Review of Michael Waldman, POTUS Speaks: Finding the Words that Defined the Clinton Presidency

J. Bradford DeLong

October 2000

Michael Waldman (2000), Potus Speaks: Finding the Words that Defined the Clinton Presidency (New York: Simon and Schuster: 0743200209).

I really should like this book. I really should. Michael Waldman is a superb writer and an intelligent observer of the Clinton presidency, for which he worked for seven years. He is deeply concerned with making America a better place. He is an effective and aggressive fighter for, ninety percent of the time, the good guys. Compared with other books by White House speechwriters--Peggy Noonan's What I Saw at the Revolution, for example--that lack either a sense of America or of the policies of their bosses, this is a very good book.

Yet as I read this book through I found my hackles rising again and again. In the end I put it down to a natural opposition and incompatibility--like the natural incompatibility of dogs and cats, or of cats and small birds. But in this case it is the natural incompatibility of economists and speechwriters, or perhaps I should say of policy analysts and media affairs people.

Now there is a lot in this book that is very, very good. The small narratives of life inside the Clinton White House are superb, and (from what I could see from my perch at the Treasury just outside the fence) very true. You discover that some people have larger feet of clay than you thought. (Ralph Nader casually referring to George Stephanopoulos and James Carville as "the Greek" and "the Cajun," as if those were their primary identities? Maybe in Bosnia ethnicity is primary, but not here in America (p. 21).)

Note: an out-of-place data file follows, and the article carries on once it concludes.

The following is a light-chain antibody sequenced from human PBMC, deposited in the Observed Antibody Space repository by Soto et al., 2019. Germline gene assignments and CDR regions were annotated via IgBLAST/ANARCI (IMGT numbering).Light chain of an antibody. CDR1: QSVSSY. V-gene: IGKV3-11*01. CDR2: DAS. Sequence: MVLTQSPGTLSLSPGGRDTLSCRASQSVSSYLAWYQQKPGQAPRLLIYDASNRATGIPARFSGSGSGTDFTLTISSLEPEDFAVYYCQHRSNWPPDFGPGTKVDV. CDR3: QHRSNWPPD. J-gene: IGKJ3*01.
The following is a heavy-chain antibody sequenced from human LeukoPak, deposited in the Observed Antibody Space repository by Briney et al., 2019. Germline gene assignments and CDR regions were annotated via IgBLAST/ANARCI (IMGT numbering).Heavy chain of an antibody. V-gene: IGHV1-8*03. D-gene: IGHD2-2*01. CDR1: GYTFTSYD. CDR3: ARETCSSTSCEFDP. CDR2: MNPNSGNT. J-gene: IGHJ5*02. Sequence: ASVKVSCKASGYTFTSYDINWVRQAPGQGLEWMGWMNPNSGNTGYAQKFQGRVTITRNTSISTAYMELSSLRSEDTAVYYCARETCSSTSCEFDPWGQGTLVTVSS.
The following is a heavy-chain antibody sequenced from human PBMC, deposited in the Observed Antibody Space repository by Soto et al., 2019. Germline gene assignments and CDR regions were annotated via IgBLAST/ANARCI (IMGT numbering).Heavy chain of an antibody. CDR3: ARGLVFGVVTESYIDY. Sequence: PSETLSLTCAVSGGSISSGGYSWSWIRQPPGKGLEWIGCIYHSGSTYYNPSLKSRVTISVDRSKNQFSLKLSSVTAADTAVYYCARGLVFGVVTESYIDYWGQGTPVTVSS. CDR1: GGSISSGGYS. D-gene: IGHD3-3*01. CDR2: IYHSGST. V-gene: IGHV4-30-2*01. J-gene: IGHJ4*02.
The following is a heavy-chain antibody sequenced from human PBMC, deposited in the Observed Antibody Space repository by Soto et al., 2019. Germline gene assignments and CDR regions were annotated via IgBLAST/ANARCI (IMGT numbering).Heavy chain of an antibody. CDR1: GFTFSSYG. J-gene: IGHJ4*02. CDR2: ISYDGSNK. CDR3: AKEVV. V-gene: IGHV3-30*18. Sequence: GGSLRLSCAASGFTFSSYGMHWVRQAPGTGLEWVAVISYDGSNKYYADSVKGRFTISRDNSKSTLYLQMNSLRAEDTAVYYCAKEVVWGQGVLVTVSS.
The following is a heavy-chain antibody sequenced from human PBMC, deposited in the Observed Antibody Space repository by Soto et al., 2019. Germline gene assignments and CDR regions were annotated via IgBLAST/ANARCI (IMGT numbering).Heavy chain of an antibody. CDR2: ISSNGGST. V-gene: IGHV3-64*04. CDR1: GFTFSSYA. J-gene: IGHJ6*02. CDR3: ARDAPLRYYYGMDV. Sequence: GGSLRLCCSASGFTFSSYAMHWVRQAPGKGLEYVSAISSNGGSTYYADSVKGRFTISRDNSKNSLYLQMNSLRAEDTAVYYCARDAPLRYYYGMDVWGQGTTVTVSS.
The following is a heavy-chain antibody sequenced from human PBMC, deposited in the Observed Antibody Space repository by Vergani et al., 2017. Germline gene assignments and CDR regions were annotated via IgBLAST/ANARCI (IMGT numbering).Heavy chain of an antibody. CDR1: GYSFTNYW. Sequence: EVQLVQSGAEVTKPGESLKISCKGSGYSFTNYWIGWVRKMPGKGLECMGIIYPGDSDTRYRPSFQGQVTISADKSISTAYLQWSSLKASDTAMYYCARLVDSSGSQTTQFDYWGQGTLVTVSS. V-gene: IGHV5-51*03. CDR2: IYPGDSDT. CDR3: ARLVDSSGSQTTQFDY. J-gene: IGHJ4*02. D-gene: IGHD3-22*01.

You rediscover the extraordinary administrative incompetence and chaos of the early Clinton administration: "[N]o one charged with writing either speech" knew what the program was, "so our efforts were largely guesswork. Was the budget to be sold as investment or deficit reduction? How strongly should the arguments about fairness be made? Were we still putting people first?" (p. 41). "Clinton... was, somehow, reading cards drawn from the wrong draft of the speech. The one with the made-up numbers" (p. 62). "The President never got the word he was supposed to make calls. He was mad. He said, 'Why didn't you tell me? Why didn't you give me something to do? This is something that I care about'" (p. 74). A total administrative cl*****f***. In the first two years it seemed as though only Robert Rubin's National Economic Council functioned well enough to tell its a** from its elbow.

Yet you also rediscover the hard work of the smart and dedicated people who have lived in America in every generation, and who have made America great. You rediscover, also, the hard and tough decisions made by the NEC as it reached the consensus position that live options were limited, and the best economic strategy for America's future required betting all the administration's chips on deficit reduction (p. 45)--a bet that has paid off much more lavishly than anyone at the time would have thought remotely probable.

You rediscover the belief of the administration's political opponents that they should try to make America a place where the poor and the old have worse medical care--how "Senator Dole bragged that he had voted against the creation of Medicare, and Speaker Gingrich told another audience that his goal was to make changes in the program so that it would 'wither on the vine'" (p. 87). And you discover their mendacity: Dole's false claim in 1993 that the administration's economic plan "...doesn't tackle the deficit head on"; Gingrich's false prediction that the administration's budget "will lead to a recession next year"; and John Kasich's false promise that "[i]f [this plan were] to work, I'd have to become a Democrat" (p. 46). We are still waiting, John.